CLAYTON, Calif. --Residents of a rural East Contra Costa neighborhood are sending up a red flag of their own, now that a decision has been made to close their local fire station half of the year. It's a decision that's costing them more than just piece of mind.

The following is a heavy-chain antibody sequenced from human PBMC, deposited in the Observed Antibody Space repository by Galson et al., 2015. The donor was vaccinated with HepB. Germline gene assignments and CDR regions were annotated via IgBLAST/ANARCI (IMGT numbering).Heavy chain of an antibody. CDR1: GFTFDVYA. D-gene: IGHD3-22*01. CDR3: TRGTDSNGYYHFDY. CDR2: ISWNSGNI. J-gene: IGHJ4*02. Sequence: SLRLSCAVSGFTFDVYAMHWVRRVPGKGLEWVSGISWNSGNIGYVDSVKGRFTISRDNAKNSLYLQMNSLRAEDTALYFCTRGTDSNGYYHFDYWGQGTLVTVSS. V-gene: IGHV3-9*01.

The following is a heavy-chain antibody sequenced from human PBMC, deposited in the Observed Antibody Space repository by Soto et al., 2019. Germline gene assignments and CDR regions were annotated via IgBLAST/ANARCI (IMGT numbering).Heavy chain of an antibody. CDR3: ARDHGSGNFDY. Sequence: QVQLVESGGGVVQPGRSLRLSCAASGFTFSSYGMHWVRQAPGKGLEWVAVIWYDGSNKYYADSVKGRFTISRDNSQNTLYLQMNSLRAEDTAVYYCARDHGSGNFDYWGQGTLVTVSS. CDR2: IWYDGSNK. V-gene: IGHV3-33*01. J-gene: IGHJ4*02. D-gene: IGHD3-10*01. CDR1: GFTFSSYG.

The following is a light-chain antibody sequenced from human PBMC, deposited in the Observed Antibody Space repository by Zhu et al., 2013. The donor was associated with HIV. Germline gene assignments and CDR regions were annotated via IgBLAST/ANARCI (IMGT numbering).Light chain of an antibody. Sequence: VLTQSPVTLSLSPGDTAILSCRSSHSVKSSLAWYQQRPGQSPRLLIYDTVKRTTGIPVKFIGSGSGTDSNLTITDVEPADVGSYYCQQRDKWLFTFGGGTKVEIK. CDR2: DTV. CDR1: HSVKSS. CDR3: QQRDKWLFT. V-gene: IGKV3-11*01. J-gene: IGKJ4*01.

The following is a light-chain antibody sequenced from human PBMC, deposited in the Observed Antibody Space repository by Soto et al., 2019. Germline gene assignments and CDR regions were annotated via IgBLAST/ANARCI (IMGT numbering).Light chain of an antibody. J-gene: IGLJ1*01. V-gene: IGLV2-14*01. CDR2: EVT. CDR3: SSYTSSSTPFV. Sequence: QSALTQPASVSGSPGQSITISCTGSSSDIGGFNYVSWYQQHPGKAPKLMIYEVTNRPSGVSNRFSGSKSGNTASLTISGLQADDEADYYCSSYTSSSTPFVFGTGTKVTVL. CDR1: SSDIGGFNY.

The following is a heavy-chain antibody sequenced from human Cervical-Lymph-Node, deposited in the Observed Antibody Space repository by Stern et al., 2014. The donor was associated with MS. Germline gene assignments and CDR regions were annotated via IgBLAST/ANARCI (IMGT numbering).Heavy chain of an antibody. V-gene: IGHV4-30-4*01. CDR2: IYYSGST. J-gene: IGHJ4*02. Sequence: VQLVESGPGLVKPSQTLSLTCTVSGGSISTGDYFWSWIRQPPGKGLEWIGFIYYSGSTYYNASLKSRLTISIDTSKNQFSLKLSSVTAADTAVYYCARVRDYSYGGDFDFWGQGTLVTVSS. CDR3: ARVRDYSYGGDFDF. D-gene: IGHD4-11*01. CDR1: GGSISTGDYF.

Debbie Bell's homeowners' insurance was abruptly canceled by Allstate after the company learned her local fire station was closing at the end of fire season."I feel that we're in danger. I think everyone who uses Mt. Diablo State Park is in danger," she said. Bell is among more than 200 Morgan Territory homeowners impacted by a decision to close the nearby sunshine fire station six months a year. The station is staffed by CAL FIRE through the summer and in the winter, that staffing would have continued under a contract between CAL FIRE and the East Contra Costa Fire Protection District. But now due to budget cuts, the district has canceled its winter contract with CAL FIRE. "We're working with the resources we have. It is tough. It is tough to be a resident out there. I understand their concerns," Hugh Henderson Once fire season officially ends, those who live in Morgan Territory will be served by a fire station more than seven miles away in Clayton. Residents aren't just concerned about long response times. They're also hearing from their insurance companies, because they no longer have full-time fire protection within five miles of their homes. "Insurance companies would look at it as without any fire protection. Because by the time you're going to get there, if you're seven and a half miles from a fire station, the damage is done," insurance agent Richard Brick said. Bell says she hopes the fire district reconsiders its closing of the sunshine station. In the meantime, she's shopping for new homeowners' insurance. Without a fire station nearby, the premium will likely skyrocket from $1,400 to about $4,000 per year.